University officials defended the decision not to send a campus-wide alert after a man allegedly attempted to sexually abuse two female students near the Foggy Bottom Metro station early Sunday morning.
The man reportedly threw one of the students to the ground and tried to take off her pants, the Washington Post reported. The student yelled, and bystanders ran to help her. A campus police officer arrested the man at about 3:20 a.m. after finding him in nearby bushes.
Minutes earlier, the man had pulled another student into the bushes and threatened to rape and kill her, the Post reported. She screamed and was able to run away. The Post reported that the two incidents were part of a string of sexual assaults and assault attempts in Foggy Bottom, Dupont Circle and Georgetown that day.
The suspect in the Foggy Bottom cases, 46-year-old Mustapha Kone, was charged with intent to commit sexual assault, simple assault, felony threats and kidnapping, the Post reported.
Students were not notified of the attacks because there was no danger to the community after the arrest, University spokeswoman Maralee Csellar said.
Senior Associate Vice President for Safety and Security Darrell Darnell said the alert system, which sends emails and text messages to students, faculty and staff, is in place to notify the University of an “ongoing threat to the safety of the GW community.”
“GW Alerts are not used to communicate every crime committed on or adjacent to campus,” he said.
Darnell declined to say whether the University would increase patrols in the area, explaining that “we prefer not to disclose the locations of our cameras and other security tactics — if we were to do so, it would give people who wish to commit a crime too much information.”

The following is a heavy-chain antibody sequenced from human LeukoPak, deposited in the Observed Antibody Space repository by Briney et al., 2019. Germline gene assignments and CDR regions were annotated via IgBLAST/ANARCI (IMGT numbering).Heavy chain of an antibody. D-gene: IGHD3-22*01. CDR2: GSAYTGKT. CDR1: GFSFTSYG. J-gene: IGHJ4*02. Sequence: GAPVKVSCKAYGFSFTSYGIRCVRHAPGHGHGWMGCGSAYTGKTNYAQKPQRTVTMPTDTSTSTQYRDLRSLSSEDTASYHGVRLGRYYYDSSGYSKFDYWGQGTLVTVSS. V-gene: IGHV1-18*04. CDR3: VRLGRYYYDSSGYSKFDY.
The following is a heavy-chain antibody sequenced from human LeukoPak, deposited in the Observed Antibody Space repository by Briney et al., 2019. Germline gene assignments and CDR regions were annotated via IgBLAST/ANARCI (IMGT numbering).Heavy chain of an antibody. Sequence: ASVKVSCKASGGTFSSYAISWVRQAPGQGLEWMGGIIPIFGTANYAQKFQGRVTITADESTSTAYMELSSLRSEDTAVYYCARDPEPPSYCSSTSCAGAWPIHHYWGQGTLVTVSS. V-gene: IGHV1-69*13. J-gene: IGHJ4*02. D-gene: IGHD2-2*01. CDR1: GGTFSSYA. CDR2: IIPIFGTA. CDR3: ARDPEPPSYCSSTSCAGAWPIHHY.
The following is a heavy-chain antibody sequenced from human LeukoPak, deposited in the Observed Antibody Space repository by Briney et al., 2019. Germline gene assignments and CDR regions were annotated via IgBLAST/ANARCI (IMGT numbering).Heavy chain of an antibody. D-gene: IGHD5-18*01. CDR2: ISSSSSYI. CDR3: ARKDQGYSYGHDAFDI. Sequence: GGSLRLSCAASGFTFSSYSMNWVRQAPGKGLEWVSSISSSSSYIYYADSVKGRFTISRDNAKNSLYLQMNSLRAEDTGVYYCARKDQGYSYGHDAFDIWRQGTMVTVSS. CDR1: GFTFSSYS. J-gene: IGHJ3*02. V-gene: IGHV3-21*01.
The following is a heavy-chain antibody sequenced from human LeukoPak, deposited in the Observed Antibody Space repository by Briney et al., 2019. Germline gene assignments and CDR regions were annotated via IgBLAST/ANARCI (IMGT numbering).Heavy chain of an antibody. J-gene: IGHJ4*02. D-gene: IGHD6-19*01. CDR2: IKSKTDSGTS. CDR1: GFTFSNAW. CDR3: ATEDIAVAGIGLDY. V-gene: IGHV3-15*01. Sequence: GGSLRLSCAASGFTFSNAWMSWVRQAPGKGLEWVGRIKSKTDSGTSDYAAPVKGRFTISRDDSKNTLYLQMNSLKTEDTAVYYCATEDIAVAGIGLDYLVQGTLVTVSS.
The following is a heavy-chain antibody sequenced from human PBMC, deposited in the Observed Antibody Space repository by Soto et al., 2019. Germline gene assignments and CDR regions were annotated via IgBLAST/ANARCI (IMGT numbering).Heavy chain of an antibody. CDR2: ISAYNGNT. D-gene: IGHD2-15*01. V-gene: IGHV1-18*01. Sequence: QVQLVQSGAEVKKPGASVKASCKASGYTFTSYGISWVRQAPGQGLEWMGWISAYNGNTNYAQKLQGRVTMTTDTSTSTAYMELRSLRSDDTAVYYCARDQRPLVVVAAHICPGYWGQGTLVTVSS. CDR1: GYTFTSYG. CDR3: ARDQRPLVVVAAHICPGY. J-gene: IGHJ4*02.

“We like redundancy when it comes to campus safety and have a number of security measures in place around our Foggy Bottom and Mount Vernon campuses, including cameras, blue light phones, officer bike and foot patrols, among others,” he said.
Under the federal Clery Act, colleges are required to notify the community when there is “an immediate threat to the health or safety of students or staff occurring on the campus.”
Schools often do not release alerts if a suspect was immediately arrested, out of fear that students will “tune out” future alerts, national campus safety advocate S. Daniel Carter said.
“Communication needs to be reserved for when there’s an ongoing threat,” he said.
In March, students took to social media to criticize the University for not sending enough alerts. Darnell said then that GW has released fewer alerts since he arrived on campus four years ago because “people were ignoring them.”
Carter said universities’ crime logs are available to the public to inform students of “non-ongoing threats,” and added that other kinds of communication, like a daily crime newsletter, can help increase police transparency.
“What we want to see is that when a timely warning or an emergency notification goes out to a college or university, the students or employees that get that alert know that they need to take immediate action to protect themselves,” he said.
The University reported 17 forcible sex offenses, like sexual assault, on campus in 2013, according to annual crime data released this month. The National Institute of Justice found that fewer than 5 percent of attempted and completed sexual assaults are reported to police nationwide.